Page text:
Nutritious foods have lower environmental impact, study finds

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Widespread adaptation of healthier diets would markedly reduce the environmental impact of agriculture and food production, according to new research from the University of Minnesota in Minneapolis and Oxford University in England, which was published in the Proceedings of the National Academy of Sciences of the United States of America.

The report concludes that foods with positive health outcomes have among the lowest environmental impacts, while other foods, such as red meat, can be harmful. The researchers explored how consuming 15 different food groups is, on average, associated with five different health outcomes and five aspects of environmental degradation.

Results show that almost all foods associated with improved health outcomes (e.g., whole grain cereals, fruits, vegetables, legumes, nuts and olive oil) have the lowest environmental impacts. Likewise, foods with the largest increases in disease risks, primarily unprocessed and processed red meat, are consistently associated with the largest negative environmental impacts.

The two notable exceptions are fish, a generally healthier food with moderate environmental impacts, and sugar-sweetened beverages, which pose health risks but have a low environmental impact, according to the study.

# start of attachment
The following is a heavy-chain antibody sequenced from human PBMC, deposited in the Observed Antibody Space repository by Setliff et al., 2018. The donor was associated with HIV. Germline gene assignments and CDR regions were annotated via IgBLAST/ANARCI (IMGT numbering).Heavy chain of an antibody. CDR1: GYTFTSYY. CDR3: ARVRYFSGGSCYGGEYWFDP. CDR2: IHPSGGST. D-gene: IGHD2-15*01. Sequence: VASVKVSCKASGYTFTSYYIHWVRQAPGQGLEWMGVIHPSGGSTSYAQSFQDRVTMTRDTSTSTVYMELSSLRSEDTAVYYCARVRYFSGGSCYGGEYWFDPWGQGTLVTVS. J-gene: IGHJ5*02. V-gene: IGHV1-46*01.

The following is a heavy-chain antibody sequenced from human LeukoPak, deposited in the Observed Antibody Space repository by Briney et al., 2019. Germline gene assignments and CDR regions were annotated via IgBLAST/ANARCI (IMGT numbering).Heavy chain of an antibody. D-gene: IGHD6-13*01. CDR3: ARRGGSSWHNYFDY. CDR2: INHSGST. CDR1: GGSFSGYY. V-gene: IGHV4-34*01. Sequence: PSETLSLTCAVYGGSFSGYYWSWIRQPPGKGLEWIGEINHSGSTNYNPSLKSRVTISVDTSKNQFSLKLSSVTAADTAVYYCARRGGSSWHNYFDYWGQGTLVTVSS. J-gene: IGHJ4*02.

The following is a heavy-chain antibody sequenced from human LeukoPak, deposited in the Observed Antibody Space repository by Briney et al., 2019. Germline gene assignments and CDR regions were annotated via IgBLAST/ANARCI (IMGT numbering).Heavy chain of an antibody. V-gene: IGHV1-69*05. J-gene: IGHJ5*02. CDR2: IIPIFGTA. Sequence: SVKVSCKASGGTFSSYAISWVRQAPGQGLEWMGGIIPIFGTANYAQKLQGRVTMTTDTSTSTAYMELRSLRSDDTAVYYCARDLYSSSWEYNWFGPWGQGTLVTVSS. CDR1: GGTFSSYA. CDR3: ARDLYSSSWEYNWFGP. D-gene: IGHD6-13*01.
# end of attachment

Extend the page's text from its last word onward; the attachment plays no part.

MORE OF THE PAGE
Researchers concluded that transitioning diets toward greater consumption of healthier foods would also improve environmental sustainability.

The study underscores recent recommendations from the United Nations (UN) and others about the environmental impacts of human diets. An August report from the UN's Intergovernmental Panel on Climate Change recommended individuals eat more plant-based foods to adapt to and limit worsening climate change.

"This study shows that replacing red meat with more nutritious options can greatly improve health and the environment," said Jason Hill, PhD, bioproducts and biosystems engineering professor at the University of Minnesota College of Food, Agricultural, and Natural Resource Sciences in a statement. "It's important that all of us think about the health impacts of the foods we eat. We now know that making our nutrition a priority will pay dividends for the Earth as well."